"The Crying Hill"
Click the arrow on the audio player to hear Yusef Komunyakaa read this poem.
Lately, I've stood between one self
& another self, trying to call across
the gone years, & my voice floats
from a tower of Babel, saying,
Yes, I need my arms around you
to anchor myself. Or, maybe I hear Ray
with the volume turned down, singing
……...…"If I were a mountain jack
………………….........…….I'd call my baby back."
Or, I am hearing again that old man
facing a silent field of land mines,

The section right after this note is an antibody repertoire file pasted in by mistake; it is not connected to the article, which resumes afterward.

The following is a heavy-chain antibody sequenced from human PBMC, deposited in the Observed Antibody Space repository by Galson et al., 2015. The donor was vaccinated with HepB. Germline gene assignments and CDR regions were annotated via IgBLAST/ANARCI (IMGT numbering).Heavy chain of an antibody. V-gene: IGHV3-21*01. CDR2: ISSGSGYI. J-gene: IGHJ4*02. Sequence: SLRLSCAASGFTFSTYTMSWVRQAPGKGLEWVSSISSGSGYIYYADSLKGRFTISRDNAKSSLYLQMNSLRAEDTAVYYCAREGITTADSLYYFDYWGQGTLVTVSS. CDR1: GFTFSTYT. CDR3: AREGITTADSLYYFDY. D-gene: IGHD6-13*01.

circled by barbed wire, calling
his daughter's name over a loudspeaker
on his crying hill near the Golan Heights.
The sunlight glints off his eyeglasses.
She arrives like an apparition unbound
from a stone. Whenever he comes here,
he goes away with pocketsful of dirt.
He's lamenting her mother's ashes
given months ago to the Sea of Galilee
one sunset. What is she saying to him,
her head thrown back, her black hair
flowing around her? She has a bouquet
of red roses. But for a second, an eye
blink, he thought she'd been wounded.
Do the flowers mean a birth or death?
A whisper floats out of the loudspeaker.
He remembers when he was wild-hearted,
climbing these hills with his two friends,
Seth & Horus, both dead now for years.
They were kings, three laughing boys,
daring the small animals to speak.
Yusef Komunyakaa's new book is Warhorses.